Becoming a Field Guide – Part 1

In this new blog series, we are going behind the scenes and taking you on a real-time journey. From deciding to become a Field Guide to touching down in South Africa to start with EcoTraining.

We are following David Ullman, from Germany, who is embarking on his dream of becoming a field guide. We will be giving you a real insight into what the preparation looks like, and how it feels to be counting down the months and days to a new career and life.

So first, let’s get to know David as we join him on his voyage to becoming an FGASA and CATHSSETA qualified professional field guide with EcoTraining.

Dave takes in the breathtaking views of the Saltpans in Botswana. – Photograph © David Ullman

Can you tell us a little about your background?

Hi! I’m Dave, I’m 27 and I grew up in Southern Germany, near the Lake of Constance by the Alps. I had a very typical school education. At university I studied Politics and Sociology, I’m really interested in people, and how society works, as well as analyzing community psychology.

Have you always been passionate about field guiding or working in Africa?

No, I never realized that it was even a possibility or a path that I could take. After I experienced Africa, it became a dream, a real opportunity for me. I knew I just had to do it as it combined everything that I loved.

Before I went to Africa, I’d traveled around Europe and had been to the US, but I wanted to experience other continents. Asia was just too frightening, with masses of humans, so Africa was a natural choice. Especially so, as I’d been working with Viva Con Aqua for eight years. They are a water charity that facilitates access to clean potable water for all, especially in poorer countries.

After graduation, I looked up organizations in Africa where I could volunteer with. I wanted to spend a lot of time there, so I wanted to start by volunteering. I wanted a guideline of how things were done there before I traveled completely on my own. I sought to ensure I conducted myself correctly, and that I was respectful and non-intrusive or offensive to the people and land. I came across an organization called EHRA, which is a human-elephant conflict organization in Namibia. It caught my interest, so I went for it! I spent 3 months with them, it was the most amazing experience of my life. After that, I spent two months traveling around Namibia and Botswana before coming home. The whole experience completely changed the trajectory of my life. I met my partner out there, and we both knew that our future was in Africa.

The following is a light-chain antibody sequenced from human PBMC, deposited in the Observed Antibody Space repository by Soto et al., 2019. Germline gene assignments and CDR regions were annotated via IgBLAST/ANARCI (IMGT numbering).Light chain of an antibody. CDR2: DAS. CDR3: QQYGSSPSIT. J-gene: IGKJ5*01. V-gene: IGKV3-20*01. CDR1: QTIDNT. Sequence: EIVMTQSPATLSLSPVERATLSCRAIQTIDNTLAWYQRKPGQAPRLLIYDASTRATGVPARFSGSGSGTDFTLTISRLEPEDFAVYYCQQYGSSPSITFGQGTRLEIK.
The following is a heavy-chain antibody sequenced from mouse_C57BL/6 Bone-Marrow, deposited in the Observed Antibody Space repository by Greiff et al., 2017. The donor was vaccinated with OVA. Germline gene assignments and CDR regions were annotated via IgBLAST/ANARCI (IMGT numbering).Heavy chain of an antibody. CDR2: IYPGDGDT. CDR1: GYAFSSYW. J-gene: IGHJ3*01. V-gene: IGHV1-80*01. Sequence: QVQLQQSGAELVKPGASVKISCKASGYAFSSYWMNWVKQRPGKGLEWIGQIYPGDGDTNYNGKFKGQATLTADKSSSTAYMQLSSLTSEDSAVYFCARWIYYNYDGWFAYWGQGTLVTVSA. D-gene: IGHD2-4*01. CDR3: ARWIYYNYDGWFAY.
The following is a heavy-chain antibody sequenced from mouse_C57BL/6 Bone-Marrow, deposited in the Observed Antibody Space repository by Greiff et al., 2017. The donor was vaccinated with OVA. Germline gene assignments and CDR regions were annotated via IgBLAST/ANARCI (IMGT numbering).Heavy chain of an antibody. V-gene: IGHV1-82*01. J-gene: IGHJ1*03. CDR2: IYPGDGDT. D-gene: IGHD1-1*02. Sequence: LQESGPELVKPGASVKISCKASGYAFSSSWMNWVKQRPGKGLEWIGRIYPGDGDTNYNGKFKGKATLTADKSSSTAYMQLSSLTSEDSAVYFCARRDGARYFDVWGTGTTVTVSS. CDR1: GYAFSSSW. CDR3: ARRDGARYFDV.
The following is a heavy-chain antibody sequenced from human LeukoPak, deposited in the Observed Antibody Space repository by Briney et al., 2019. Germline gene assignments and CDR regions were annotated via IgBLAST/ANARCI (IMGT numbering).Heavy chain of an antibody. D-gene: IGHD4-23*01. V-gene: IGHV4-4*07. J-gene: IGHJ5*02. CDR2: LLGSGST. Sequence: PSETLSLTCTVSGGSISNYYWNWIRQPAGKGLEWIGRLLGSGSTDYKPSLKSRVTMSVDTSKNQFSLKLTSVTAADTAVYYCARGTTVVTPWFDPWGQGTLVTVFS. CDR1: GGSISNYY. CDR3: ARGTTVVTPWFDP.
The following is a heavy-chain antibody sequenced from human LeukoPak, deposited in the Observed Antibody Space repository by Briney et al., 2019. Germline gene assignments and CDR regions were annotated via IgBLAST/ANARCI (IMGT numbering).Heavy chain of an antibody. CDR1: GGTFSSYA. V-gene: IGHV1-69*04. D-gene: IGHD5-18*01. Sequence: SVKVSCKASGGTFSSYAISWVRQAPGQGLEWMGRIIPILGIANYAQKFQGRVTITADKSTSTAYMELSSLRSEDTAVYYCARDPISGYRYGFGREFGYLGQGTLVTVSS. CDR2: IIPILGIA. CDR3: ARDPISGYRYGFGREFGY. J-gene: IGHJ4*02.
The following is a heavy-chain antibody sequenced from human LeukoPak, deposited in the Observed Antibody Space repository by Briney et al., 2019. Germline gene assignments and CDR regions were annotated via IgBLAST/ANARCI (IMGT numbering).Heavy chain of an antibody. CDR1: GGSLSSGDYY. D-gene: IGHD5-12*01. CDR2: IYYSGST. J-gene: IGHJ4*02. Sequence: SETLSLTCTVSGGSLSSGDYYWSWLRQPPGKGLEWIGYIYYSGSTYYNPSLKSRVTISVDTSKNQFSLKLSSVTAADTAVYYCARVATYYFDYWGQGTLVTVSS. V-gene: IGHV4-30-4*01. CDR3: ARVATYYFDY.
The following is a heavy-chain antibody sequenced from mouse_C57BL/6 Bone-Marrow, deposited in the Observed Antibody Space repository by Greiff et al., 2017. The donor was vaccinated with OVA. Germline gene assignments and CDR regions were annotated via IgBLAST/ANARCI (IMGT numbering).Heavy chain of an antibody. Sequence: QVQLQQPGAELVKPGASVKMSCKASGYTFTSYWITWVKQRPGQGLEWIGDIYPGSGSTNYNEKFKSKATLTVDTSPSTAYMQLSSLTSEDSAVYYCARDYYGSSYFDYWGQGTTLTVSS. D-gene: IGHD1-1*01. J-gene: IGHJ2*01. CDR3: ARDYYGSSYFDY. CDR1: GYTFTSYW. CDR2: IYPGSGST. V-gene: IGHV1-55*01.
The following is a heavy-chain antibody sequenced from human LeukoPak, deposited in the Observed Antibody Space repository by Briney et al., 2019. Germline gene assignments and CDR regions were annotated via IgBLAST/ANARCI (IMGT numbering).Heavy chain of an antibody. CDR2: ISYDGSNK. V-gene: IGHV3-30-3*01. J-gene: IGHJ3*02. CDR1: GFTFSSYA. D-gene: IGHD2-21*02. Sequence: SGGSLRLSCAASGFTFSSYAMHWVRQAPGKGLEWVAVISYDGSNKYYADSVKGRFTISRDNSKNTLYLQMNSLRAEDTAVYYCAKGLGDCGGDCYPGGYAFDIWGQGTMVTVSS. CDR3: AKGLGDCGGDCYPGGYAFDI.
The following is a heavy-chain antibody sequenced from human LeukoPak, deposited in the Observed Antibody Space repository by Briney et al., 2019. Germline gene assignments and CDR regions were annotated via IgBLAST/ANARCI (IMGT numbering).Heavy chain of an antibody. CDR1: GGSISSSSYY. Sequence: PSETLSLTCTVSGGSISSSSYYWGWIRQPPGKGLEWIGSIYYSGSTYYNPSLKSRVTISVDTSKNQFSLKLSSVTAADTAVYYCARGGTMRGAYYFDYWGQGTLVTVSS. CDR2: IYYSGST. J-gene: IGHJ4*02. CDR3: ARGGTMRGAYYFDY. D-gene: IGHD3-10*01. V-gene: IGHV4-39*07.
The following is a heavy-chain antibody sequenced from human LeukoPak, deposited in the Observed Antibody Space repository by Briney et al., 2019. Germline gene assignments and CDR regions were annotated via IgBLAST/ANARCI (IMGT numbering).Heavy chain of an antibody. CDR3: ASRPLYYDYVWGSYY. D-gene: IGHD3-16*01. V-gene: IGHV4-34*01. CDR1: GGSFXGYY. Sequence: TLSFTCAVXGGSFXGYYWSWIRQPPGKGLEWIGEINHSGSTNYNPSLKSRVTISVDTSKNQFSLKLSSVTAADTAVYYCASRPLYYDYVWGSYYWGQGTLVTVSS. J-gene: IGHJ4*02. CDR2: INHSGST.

Dave getting up close and personal with the Desert Elephants in Namibia during his time with EHRA – Video clip © David Ullman

The whole experience completely changed the trajectory of my life. I met my partner out there, and we both knew that our future was in Africa.

What first introduced you to the idea of field guiding?

Most of the guides that I met at EHRA had gone through EcoTraining, so I gained insight from them. I met a field guide with who I really connected; he had joined EHRA as a guide as I joined as a volunteer. I learned so much from him, he had worked on some amazing projects. It opened my eyes to the range of careers and paths a field guide can take. I realized the possibilities within the job, and it became a dream for me.

After three months with EHRA, I was almost like an employee! So, when I went traveling on my own, I met lots of field guides and I think they realized that I wasn’t a typical tourist. I was much closer to nature. I soaked in as much as I could, knowing that I wanted to come back and train as one of them.

Enjoying a spot of fishing in the Okavango Delta – Photograph © David Ullman

What made you choose EcoTraining to become a field guide?

As I mentioned, a lot of the field guides that I had met had gone through the program, I know they have a very high standard and are very professional. I’d heard very positive things about them. I wanted to go for the full year of training and gain the highest certification that I could. As my partner and I had decided this is where our future lay, I wanted to make sure I was training with the best, so EcoTraining was my first choice.